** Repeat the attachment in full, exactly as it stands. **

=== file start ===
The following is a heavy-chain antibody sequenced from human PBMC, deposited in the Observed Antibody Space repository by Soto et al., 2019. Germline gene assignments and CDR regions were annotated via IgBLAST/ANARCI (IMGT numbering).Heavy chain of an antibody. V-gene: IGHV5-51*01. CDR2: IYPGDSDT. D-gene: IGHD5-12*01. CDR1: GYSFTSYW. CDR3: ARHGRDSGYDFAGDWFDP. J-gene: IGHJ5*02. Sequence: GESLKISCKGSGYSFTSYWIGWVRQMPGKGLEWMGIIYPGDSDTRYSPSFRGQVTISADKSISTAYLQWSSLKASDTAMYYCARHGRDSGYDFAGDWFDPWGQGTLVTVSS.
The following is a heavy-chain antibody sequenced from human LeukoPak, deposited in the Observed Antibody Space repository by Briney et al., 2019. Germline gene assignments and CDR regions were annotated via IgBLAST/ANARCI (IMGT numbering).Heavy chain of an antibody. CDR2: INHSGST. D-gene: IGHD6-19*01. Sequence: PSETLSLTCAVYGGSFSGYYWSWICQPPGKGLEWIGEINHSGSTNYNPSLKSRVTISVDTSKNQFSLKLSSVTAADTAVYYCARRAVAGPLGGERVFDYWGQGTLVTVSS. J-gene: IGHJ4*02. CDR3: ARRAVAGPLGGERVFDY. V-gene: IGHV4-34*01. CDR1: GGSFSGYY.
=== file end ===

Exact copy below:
The following is a heavy-chain antibody sequenced from human PBMC, deposited in the Observed Antibody Space repository by Soto et al., 2019. Germline gene assignments and CDR regions were annotated via IgBLAST/ANARCI (IMGT numbering).Heavy chain of an antibody. V-gene: IGHV5-51*01. CDR2: IYPGDSDT. D-gene: IGHD5-12*01. CDR1: GYSFTSYW. CDR3: ARHGRDSGYDFAGDWFDP. J-gene: IGHJ5*02. Sequence: GESLKISCKGSGYSFTSYWIGWVRQMPGKGLEWMGIIYPGDSDTRYSPSFRGQVTISADKSISTAYLQWSSLKASDTAMYYCARHGRDSGYDFAGDWFDPWGQGTLVTVSS.
The following is a heavy-chain antibody sequenced from human LeukoPak, deposited in the Observed Antibody Space repository by Briney et al., 2019. Germline gene assignments and CDR regions were annotated via IgBLAST/ANARCI (IMGT numbering).Heavy chain of an antibody. CDR2: INHSGST. D-gene: IGHD6-19*01. Sequence: PSETLSLTCAVYGGSFSGYYWSWICQPPGKGLEWIGEINHSGSTNYNPSLKSRVTISVDTSKNQFSLKLSSVTAADTAVYYCARRAVAGPLGGERVFDYWGQGTLVTVSS. J-gene: IGHJ4*02. CDR3: ARRAVAGPLGGERVFDY. V-gene: IGHV4-34*01. CDR1: GGSFSGYY.